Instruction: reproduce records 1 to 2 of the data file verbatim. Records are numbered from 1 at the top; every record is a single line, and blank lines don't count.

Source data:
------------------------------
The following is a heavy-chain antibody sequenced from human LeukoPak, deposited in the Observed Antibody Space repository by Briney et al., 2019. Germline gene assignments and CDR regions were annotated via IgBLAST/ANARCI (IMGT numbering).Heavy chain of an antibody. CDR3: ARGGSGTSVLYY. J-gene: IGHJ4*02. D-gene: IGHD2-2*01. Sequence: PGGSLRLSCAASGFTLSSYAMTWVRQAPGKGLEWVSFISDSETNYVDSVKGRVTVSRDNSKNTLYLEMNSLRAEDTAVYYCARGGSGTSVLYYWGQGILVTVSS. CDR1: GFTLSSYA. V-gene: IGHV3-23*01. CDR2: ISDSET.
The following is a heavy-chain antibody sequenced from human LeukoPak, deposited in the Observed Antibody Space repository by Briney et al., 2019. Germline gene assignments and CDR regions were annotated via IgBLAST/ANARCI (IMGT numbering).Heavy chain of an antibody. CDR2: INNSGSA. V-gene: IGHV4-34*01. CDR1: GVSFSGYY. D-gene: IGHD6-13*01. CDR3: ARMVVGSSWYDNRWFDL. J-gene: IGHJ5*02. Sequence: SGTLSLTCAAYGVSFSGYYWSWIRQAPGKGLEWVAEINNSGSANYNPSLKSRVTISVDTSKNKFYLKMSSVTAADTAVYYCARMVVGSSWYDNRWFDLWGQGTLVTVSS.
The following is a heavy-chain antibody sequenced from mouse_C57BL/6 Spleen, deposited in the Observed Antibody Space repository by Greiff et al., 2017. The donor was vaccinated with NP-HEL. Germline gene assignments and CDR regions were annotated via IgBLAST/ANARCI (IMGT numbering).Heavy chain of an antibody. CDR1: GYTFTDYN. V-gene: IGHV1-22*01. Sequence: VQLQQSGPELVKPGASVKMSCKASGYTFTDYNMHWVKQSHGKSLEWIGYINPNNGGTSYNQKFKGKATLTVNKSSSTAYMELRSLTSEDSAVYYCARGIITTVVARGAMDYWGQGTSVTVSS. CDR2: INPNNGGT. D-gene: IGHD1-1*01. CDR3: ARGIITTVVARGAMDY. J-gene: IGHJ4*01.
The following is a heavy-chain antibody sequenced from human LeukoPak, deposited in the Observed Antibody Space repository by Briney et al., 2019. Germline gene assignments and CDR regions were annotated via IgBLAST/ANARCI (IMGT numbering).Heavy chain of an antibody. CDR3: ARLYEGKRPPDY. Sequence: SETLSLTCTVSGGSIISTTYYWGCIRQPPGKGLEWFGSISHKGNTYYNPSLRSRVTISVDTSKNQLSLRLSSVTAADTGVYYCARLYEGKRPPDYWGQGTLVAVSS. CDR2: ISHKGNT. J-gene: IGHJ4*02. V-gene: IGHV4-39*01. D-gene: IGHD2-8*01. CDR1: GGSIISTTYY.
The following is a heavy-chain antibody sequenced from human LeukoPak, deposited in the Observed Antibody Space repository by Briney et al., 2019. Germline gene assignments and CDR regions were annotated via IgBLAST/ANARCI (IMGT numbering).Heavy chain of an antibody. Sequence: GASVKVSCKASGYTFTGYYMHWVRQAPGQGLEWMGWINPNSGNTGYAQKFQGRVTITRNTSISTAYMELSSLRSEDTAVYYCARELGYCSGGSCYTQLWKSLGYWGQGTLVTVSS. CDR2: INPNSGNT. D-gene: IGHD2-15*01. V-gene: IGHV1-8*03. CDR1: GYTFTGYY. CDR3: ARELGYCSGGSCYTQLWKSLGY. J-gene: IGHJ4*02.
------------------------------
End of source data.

The following is a heavy-chain antibody sequenced from human LeukoPak, deposited in the Observed Antibody Space repository by Briney et al., 2019. Germline gene assignments and CDR regions were annotated via IgBLAST/ANARCI (IMGT numbering).Heavy chain of an antibody. CDR3: ARGGSGTSVLYY. J-gene: IGHJ4*02. D-gene: IGHD2-2*01. Sequence: PGGSLRLSCAASGFTLSSYAMTWVRQAPGKGLEWVSFISDSETNYVDSVKGRVTVSRDNSKNTLYLEMNSLRAEDTAVYYCARGGSGTSVLYYWGQGILVTVSS. CDR1: GFTLSSYA. V-gene: IGHV3-23*01. CDR2: ISDSET.
The following is a heavy-chain antibody sequenced from human LeukoPak, deposited in the Observed Antibody Space repository by Briney et al., 2019. Germline gene assignments and CDR regions were annotated via IgBLAST/ANARCI (IMGT numbering).Heavy chain of an antibody. CDR2: INNSGSA. V-gene: IGHV4-34*01. CDR1: GVSFSGYY. D-gene: IGHD6-13*01. CDR3: ARMVVGSSWYDNRWFDL. J-gene: IGHJ5*02. Sequence: SGTLSLTCAAYGVSFSGYYWSWIRQAPGKGLEWVAEINNSGSANYNPSLKSRVTISVDTSKNKFYLKMSSVTAADTAVYYCARMVVGSSWYDNRWFDLWGQGTLVTVSS.